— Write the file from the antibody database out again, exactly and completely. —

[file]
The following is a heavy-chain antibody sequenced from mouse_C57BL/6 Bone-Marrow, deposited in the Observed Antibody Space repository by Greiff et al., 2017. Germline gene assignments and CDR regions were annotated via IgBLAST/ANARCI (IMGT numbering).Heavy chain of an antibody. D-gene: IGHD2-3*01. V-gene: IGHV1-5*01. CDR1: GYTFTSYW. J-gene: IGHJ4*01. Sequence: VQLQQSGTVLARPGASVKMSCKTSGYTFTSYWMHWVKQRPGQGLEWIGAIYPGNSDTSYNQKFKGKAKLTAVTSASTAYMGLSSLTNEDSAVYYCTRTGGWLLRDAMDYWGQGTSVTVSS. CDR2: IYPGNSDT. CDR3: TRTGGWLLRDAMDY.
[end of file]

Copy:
The following is a heavy-chain antibody sequenced from mouse_C57BL/6 Bone-Marrow, deposited in the Observed Antibody Space repository by Greiff et al., 2017. Germline gene assignments and CDR regions were annotated via IgBLAST/ANARCI (IMGT numbering).Heavy chain of an antibody. D-gene: IGHD2-3*01. V-gene: IGHV1-5*01. CDR1: GYTFTSYW. J-gene: IGHJ4*01. Sequence: VQLQQSGTVLARPGASVKMSCKTSGYTFTSYWMHWVKQRPGQGLEWIGAIYPGNSDTSYNQKFKGKAKLTAVTSASTAYMGLSSLTNEDSAVYYCTRTGGWLLRDAMDYWGQGTSVTVSS. CDR2: IYPGNSDT. CDR3: TRTGGWLLRDAMDY.